Cicero on the Stoic idea of bad passions vs good passions (he calls them "emotions" and "consistencies"):
"This, then, is Zeno’s deﬁnition of an emotion (which he calls a pathos): “a movement of mind contrary to nature and turned away from right reason.” Others say, more brieﬂy, that an emotion is “a too-vigorous impulse,” where “too vigorous” means “having deviated too far from the consistency of nature.” The diﬀerent classes of emotions, they say, arise from two kinds of things thought to be good and two thought to be evil. Thus there are four possibilities: those arising from goods are desire and gladness, gladness being directed at present goods and desire at future goods; while those arising from evils are fear and distress, fear being directed at future evils and distress at present ones. For the things we fear when they are in prospect are the very things that bring distress when they are upon us. Gladness and desire, on the other hand, are concerned with beliefs about what things are good: desire catches ﬁre from its attraction toward what seems good, while gladness is wildly excited at having obtained some longed-for object.
The Three Consistencies and Their Objects
By nature, all people pursue those things which they think to be good and avoid their opposites. Therefore, as soon as a person receives an impression of some thing which he thinks is good, nature itself urges him to reach out after it. When this is done prudently and in accordance with consistency, it is the sort of reaching which the Stoics call a boulesis, and which I shall term a “volition.” They think that a volition, which they deﬁne as “a wish for some object in accordance with reason,” is found only in the wise person. But the sort of reaching which is aroused too vigorously and in a manner opposed to reason is called “desire” or “unbridled longing,” and this is what is found in all who are foolish. Similarly there are two ways we may be moved as by the presence of something good. When the mind is moved quietly and consistently, in accordance with reason, this is termed “joy”; but when it pours forth with a hollow sort of uplift, that is called “wild or excessive gladness,” which they deﬁne as “an unreasoning elevation of mind.” And just as it is by nature that we reach out after the good, so also it is by nature that we withdraw from the bad. A withdrawing which is in accordance with reason is termed “caution,” and this, as they understand it, is found only in the wise person; while the name “fear” is applied to a withdrawing that is apart from reason and that involves a lowly and eﬀeminate swooning. Thus fear is caution that has turned away from reason. For present evil the wise person has no aﬀective response, but the foolish person responds with distress. For those who do not obey reason lower and contract their minds in circumstances which they believe to be evil. Hence the ﬁrst deﬁnition for distress is this: “a contraction of mind contrary to reason.” Thus there are four emotions, but three consistencies, since there is no consistency which corresponds to distress."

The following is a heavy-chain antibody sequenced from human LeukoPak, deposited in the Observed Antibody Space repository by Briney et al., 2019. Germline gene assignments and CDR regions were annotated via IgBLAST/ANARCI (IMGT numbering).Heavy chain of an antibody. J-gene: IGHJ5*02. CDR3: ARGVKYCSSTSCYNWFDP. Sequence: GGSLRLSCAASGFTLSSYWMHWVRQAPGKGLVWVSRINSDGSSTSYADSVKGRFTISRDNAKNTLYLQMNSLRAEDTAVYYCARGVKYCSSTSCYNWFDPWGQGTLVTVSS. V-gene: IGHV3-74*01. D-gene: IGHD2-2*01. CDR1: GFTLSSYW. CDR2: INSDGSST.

- Cicero, Tusculan Disputations, 4.11-14
Quoted from Margret Graver's Cicero on the Emotions, University of Chicago Press, 2008, p. 41-42.